Bernie Sanders for president in 2020? He's not ruling it out

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Sen. Bernie Sanders is not ruling out the possibility of another run for president, telling the Associated Press on Thursday that he's taking it "one thing at a time."

"Four years is a long time from now," Sanders told the AP. "We'll take one thing at a time, but I'm not ruling out anything."

Sanders is currently 75 years old.

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Democratic U.S. presidential candidate Hillary Clinton and Sen. Bernie Sanders stand together during a campaign rally where Sanders endorsed Clinton in Portsmouth, New Hampshire, U.S., July 12, 2016. REUTERS/Brian Snyder - TPX IMAGES OF THE DAY
LAS VEGAS, NV - October 13: Bernie Sanders and Hillary Clinton pictured at the 2015 CNN Democratic Presidential Debate at Wynn Resort in Las Vegas, NV on October 13, 2015. Credit: Erik Kabik Photography/ MediaPunch/IPX
Sen. Bernie Sanders, of Vermont, left, and Hillary Rodham Clinton laugh during the CNN Democratic presidential debate Tuesday, Oct. 13, 2015, in Las Vegas. (AP Photo/John Locher)
Democratic presidential candidates Hillary Rodham Clinton, left, Sen. Bernie Sanders, I-Vt., center, and former Maryland Gov. Martin O'Malley, talk backstage before the start of the Iowa Democratic Party's Jefferson-Jackson Dinner, Saturday, Oct. 24, 2015, in Des Moines, Iowa. (AP Photo/Charlie Neibergall)
Bernie Sanders, left, offers an apology to Hillary Clinton during a Democratic presidential primary debate Saturday, Dec. 19, 2015, at Saint Anselm College in Manchester, N.H. (AP Photo/Jim Cole)
Democratic presidential candidate, Hillary Clinton and Democratic presidential candidate, Sen. Bernie Sanders, I-Vt. speak during a break at the NBC, YouTube Democratic presidential debate at the Gaillard Center, Sunday, Jan. 17, 2016, in Charleston, S.C. (AP Photo/Stephen B. Morton)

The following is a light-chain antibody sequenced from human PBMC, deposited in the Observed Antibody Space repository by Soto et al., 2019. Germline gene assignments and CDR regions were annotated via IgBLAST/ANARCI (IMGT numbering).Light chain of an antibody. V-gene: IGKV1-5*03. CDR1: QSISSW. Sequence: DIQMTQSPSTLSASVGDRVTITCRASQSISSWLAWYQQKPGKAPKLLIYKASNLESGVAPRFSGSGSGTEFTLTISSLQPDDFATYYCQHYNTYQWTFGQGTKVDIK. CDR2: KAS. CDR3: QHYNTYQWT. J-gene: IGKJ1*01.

Democratic presidential candidate, Sen. Bernie Sanders, I-Vt, reacts to Democratic presidential candidate, Hillary Clinton's answer to a question during a Democratic presidential primary debate hosted by MSNBC at the University of New Hampshire Thursday, Feb. 4, 2016, in Durham, N.H. (AP Photo/David Goldman)
Democratic presidential candidates Sen. Bernie Sanders, I-Vt, left, and Hillary Clinton take the stage before a Democratic presidential primary debate at the University of Wisconsin-Milwaukee, Thursday, Feb. 11, 2016, in Milwaukee. (AP Photo/Tom Lynn)
Democratic presidential candidates, Hillary Clinton and Sen. Bernie Sanders, I-Vt, shake hands before the start of the Univision, Washington Post Democratic presidential debate at Miami-Dade College, Wednesday, March 9, 2016, in Miami, Fla. (AP Photo/Wilfredo Lee)
Democratic presidential candidate Sen. Bernie Sanders, I-V.t, right, speaks as Hillary Clinton listens during the CNN Democratic Presidential Primary Debate at the Brooklyn Navy Yard on Thursday, April 14, 2016 in New York. (AP Photo/Seth Wenig)
Democratic presidential candidate Hillary Clinton listens as Sen.Bernie Sanders, I-Vt. speaks during a rally in Portsmouth, N.H., Tuesday, July 12, 2016, where Sanders endorsed Clinton. (AP Photo/Andrew Harnik)
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In four years, he'd be 79, and would be 83 at the end of his first term if he won. That's older than President-elect Donald Trump, who at 70 will be the oldest person to assume the office.

Aside from talking about his political ambitions, Sanders also reflected on the 2016 campaign and the defeat of Hillary Clinton — whom Sanders campaigned hard for in the final days of the race.

Sanders blamed the loss on a "lack of enthusiasm" from Democrats.

"People just did not come out to vote," he told the AP.

He added that the Democratic Party has a messaging problem, given that historically Democratic white working-class voters backed Trump and the GOP in massive numbers.

"It is an embarrassment, I think, to the [entirety] of Democratic Party that millions of white working-class people decided to vote for Mr. Trump, which suggests that the Democratic message of standing up for working people no longer holds much sway among workers in this country," Sanders told the AP.

Sanders added that he is not optimistic about his ability to work with Trump.

"I hope I'm wrong, but I believe that he is a fraud, and I think despite all of his rhetoric about being a champion of the working class, it will turn out to be hollow," Sanders said.

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